Tribe Hydropsini (Serpentes: Dipsadidae: Xenodontinae) consists of three genera of aquatic snakes, Helicops, Hydrops, and Pseudoeryx, in which cartilaginous cranial features have been poorly studied. We here describe the nasal cartilages, hyobranchial apparatus, larynx, and glottal tubes in four representative Hydropsini species, compare them with species from other Dipsadidae tribes, and discuss our results in
the context of the adaptation to the aquatic and fossorial habit. The studied species possess two nasal features that deviate from the pattern of nasal cartilages known in other aletinophidian and caenophidian snakes: (1) a cartilaginous connection between the lamina transversalis anterior and the concha of the Jacobson´s organ, and (2) a small rostral projection of the planum anteorbitale, which probably represents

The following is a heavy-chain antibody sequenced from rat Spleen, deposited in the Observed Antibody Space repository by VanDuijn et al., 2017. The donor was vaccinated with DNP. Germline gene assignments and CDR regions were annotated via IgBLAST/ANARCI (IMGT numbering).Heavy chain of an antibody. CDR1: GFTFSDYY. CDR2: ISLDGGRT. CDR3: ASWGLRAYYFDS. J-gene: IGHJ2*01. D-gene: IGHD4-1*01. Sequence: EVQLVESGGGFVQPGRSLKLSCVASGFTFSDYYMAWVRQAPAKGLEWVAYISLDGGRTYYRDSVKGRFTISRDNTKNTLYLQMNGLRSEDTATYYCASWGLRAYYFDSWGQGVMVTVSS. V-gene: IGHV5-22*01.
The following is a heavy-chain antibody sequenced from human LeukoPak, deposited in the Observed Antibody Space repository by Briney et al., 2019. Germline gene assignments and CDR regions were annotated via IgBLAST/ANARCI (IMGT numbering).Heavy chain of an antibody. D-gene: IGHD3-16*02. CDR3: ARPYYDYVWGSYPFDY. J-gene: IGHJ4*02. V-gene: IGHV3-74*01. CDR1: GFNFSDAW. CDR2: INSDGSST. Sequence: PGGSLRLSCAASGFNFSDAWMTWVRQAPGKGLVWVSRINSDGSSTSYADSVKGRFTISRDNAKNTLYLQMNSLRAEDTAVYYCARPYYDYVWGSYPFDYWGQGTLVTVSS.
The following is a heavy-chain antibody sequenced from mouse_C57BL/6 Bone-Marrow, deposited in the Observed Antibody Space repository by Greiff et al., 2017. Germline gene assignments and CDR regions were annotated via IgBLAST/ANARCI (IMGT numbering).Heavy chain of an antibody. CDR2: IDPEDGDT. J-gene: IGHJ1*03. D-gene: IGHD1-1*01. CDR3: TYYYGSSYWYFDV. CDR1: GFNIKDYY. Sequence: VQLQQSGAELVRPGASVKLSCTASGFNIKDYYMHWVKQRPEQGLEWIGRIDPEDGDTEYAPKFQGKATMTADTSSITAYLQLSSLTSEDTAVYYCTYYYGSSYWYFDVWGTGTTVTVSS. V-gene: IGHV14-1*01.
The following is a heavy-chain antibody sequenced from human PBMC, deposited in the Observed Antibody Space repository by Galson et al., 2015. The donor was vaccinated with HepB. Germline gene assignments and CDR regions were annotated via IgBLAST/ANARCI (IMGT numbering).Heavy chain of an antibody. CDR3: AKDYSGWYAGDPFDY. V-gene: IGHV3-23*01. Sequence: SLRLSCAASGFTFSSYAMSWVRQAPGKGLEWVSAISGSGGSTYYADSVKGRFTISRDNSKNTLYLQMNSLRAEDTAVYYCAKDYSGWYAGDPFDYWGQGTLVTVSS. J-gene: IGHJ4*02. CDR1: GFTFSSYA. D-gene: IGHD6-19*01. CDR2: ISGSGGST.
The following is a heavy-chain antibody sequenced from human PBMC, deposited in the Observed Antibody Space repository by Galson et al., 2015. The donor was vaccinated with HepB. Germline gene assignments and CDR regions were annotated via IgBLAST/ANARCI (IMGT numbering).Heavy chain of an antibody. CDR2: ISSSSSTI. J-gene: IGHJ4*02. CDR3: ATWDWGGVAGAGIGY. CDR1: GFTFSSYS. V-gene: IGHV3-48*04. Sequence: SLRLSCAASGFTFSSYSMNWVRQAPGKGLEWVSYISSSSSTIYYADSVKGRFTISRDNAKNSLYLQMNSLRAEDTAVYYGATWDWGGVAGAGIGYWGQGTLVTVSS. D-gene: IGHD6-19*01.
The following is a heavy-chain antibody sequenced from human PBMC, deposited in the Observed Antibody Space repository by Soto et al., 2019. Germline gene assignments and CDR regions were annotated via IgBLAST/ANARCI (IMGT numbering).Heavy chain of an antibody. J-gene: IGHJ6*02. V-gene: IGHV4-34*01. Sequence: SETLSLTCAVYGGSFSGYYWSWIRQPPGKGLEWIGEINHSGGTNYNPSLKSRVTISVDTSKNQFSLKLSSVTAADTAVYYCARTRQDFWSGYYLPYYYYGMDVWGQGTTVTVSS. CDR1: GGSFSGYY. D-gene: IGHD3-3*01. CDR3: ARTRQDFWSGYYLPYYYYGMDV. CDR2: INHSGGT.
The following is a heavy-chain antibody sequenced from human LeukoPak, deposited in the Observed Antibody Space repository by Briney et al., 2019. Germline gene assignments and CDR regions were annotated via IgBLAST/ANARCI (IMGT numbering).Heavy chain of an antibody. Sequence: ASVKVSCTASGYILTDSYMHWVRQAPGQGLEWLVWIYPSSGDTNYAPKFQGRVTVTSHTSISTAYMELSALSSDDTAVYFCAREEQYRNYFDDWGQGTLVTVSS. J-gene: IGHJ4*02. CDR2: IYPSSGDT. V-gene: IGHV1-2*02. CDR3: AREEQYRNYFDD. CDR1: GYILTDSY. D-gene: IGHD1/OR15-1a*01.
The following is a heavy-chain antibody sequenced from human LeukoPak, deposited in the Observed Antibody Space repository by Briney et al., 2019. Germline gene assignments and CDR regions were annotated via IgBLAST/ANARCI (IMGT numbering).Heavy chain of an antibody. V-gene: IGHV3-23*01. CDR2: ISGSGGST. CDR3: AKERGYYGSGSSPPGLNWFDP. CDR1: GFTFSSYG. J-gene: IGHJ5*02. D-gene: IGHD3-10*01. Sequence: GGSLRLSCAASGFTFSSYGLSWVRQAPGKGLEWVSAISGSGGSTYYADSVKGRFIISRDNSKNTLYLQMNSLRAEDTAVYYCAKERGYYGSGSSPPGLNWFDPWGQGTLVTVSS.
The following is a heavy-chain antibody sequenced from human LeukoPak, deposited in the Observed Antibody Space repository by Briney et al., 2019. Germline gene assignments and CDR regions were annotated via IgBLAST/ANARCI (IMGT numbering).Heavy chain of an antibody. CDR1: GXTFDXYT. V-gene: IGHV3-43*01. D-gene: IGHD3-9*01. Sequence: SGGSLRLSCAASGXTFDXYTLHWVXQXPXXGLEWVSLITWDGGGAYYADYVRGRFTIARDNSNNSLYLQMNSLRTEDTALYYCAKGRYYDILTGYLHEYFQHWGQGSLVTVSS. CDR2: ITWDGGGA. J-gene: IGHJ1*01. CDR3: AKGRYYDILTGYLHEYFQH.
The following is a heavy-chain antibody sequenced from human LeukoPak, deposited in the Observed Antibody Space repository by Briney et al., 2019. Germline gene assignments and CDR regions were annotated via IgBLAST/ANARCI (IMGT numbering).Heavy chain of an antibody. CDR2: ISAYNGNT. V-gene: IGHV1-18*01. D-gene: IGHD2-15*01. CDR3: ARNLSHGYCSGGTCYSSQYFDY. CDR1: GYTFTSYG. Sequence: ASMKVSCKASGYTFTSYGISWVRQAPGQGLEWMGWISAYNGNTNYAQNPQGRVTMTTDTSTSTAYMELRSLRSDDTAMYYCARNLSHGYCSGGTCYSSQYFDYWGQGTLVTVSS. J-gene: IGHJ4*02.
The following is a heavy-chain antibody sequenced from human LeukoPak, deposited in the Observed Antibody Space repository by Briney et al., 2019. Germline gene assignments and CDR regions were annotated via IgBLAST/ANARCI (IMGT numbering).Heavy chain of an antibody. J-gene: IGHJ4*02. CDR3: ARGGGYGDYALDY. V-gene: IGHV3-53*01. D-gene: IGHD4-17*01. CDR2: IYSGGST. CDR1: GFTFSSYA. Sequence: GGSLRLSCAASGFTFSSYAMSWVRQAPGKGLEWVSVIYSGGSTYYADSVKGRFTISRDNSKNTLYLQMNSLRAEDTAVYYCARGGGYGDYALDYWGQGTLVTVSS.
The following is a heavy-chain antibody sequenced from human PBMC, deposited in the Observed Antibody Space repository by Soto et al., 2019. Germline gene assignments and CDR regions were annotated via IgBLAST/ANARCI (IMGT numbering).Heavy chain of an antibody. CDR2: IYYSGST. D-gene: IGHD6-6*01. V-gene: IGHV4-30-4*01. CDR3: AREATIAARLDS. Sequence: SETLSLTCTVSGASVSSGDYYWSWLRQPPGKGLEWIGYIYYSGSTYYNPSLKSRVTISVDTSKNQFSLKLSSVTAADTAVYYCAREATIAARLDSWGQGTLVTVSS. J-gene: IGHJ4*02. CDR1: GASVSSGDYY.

a reduced anterior maxillary process. Two putative synapomorphic features may be supporting the monophyly of Hydropsini: (1) a short inferior median eminence of the cricoid cartilage, and (2) a large processus entoglossus of the hyobranchial apparatus. The second feature also occurs in other snakes, such as the aquatic Farancia abacura (Dipsadidae: incertae sedis), the semi-fossorial Oxyrhopus rhombifer
(Xenodontinae: Pseudoboini), and the fossorial Phalotris bilineatus (Xenodontinae: Elapomorphini). This feature may represent a convergent cranial adaptation between aquatic and fossorial snakes. Similarly, the short inferior median eminence of the cricoid cartilage, which also occurs in Farancia abacura, may represent a convergent adaptation to the fully aquatic habit in these species.
Di Pietro, D. O., Alcalde, L., & Williams, J. D. (2014). Nasal cartilages, hyobranchial apparatus, larynx, and glottal tubes in four species of Hydropsini (Serpentes: Dipsadidae: Xenodontinae).